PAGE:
Mark Mueller, 06-14-05
NTSB report blames pilot, FAA in crash
FATAL FLIGHT: Cocaine, alcohol found in man with history of substance abuse.
By MEGAN HOLLAND Anchorage Daily News
Published: September 22, 2005
An experienced commercial pilot who died in the crash of a twin-engine cargo
plane near Kodiak last year had cocaine and alcohol in his system, and lax FAA
medical certification procedures are among factors that may have contributed to
the accident, according to the National Transportation Safety Board.
The NTSB's report on the June 14, 2004, crash, released last week, says the
probable cause of the accident was pilot Mark Mueller's failure to follow
procedures for missed approaches to the airport. It says dense fog and
equipment problems contributed, but says "additional factors were the pilot's
impairment from cocaine, alcohol and over the counter cold medication, and the
FAA's inadequate medical certification of the pilot and follow-up of his known
substance abuse problems."
Representatives from the FAA dispute that. In an interview Wednesday, Willis
Simmons, the FAA's regional flight surgeon in Alaska, said, "I don't know that
we knew he had substance abuse problems. He had a history of substance abuse
problems. There's a difference."
Simmons said the FAA may hear about pilot problems from law enforcement or
tipsters. Mostly, though, the federal agency relies on employers and the
honesty of its pilots to report drug or alcohol problems on their medical
forms, he said. Mueller never lied to the agency, Simmons said.
Mueller had experienced a series of substance abuse and drunken driving
problems over more than a decade, according to the NTSB report.
At the time of his death, he faced a hearing proposing the suspension of his
license for landing a plane on the taxiway, not the runway, at Ted Stevens
Anchorage International Airport the month before, the NTSB report and FAA
officials said. The FAA said there was no reason to test Mueller for drugs or
alcohol after that incident.
On the day of the Kodiak crash, Mueller, 56, left Anchorage just before 10 a.m.
in a 1952 Beech C-45H Volpar turboprop plane owned by Anchorage-based Bellair
Inc. He was the only person on board.
A witness in Kodiak saw the plane flying very low over the water in dense fog
before it crashed at the southern end of Long Island just before noon, the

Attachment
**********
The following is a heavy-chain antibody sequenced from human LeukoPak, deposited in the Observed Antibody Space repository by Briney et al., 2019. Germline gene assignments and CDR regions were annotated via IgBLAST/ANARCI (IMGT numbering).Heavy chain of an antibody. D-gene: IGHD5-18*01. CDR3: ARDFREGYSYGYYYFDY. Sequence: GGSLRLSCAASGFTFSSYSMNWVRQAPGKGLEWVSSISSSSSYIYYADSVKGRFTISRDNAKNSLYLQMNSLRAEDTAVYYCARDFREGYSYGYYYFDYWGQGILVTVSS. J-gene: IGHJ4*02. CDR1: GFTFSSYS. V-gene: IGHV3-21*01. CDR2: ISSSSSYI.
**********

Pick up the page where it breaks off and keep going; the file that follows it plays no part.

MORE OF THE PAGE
NTSB investigator Clint Johnson said Tuesday the crash likely resulted from a
combination of factors, including several that were unrelated to alcohol or
"This was absolutely not your average case," Johnson said. "There are three
things we normally look at: man, machine and environment. It's not often that
you have all three in one accident."
Johnson said one of the plane's engines was probably not working. The weather
was bad, with a low ceiling, poor visibility and rain. The report also said
that Mueller should have been flying with a co-pilot, as operation procedures
Tests conducted after the crash by the FAA's Civil Aerospace Medical Institute
in Oklahoma found traces of cocaine, alcohol and a sedating antihistamine in
Mueller's body, the report says.
Mueller was an experienced pilot with an airline transport pilot certificate --
the same license captains of commercial jets need to fly. He had to have a
medical certificate re-issued by the FAA yearly.
"This guy was very, very qualified and, quite frankly, probably a very talented
pilot in terms of his skill level," the NTSB's Johnson said. At the time of the
accident, he was the chief pilot for Bellair.
Mueller's history of cocaine use first surfaced in May of 1990, after the death
of his wife, when he pleaded no contest to attempted misconduct involving a
controlled substance and received a one-year suspended sentence. Mueller also
tested positive for cocaine in July 1990 in a test for another employer, and
forfeited his pilot's license for one year.
In 1995, an informant told the FAA that Mueller had asked a friend of the
informant's for crack or cocaine, but the federal agency did not follow up on
the charge, the NTSB's report says.
Simmons, who has been in charge of the medical division of the FAA in Alaska
since April 2004, said the NTSB is wrong about that.
Simmons said his files show that the allegation was pursued by the FAA's
investigative security team but the file appears to not be complete. One note
in the file describes the allegations as rumors. Simmons said it is common for
the FAA to receive phone calls with accusations of alcohol or drug abuse from
people with grudges against pilots.
In 1996, Mueller was arrested for drunk driving. He reported it to the FAA; the
agency decided the incident was isolated and renewed the medical certificate
necessary for his license but told him he would have to totally abstain from
alcohol, the NTSB report says.
In 1997, the FAA regional flight surgeon sent Mueller a letter telling him
because of "a history of alcohol abuse" he was ineligible for medical
certification. But the letter said Mueller could be granted a limited temporary
certificate, and that he would have to provide letters from his employer,
counselor and an Alcoholics Anonymous sponsor "attesting to your total
abstinence and sobriety."
The NTSB report says Mueller then had several meetings with the FAA surgeon but
that there is no record of the pilot submitting the letters requested. He was
Mueller began working for Bellair in 2001. He passed the company's initial drug
The FAA does not do random drug tests; it says it has no legal authority to do
so. Pilot employers, though, do. Mueller was subject to random drug testing
during the time he worked for Bellair, but apparently was never selected in the
random process after his initial pre-employment test.
Bellair is now out of business. Telephone messages left at a phone listing for
the former owner's home were not returned.
Daily News reporter Megan Holland can be reached at firstname.lastname@example.org.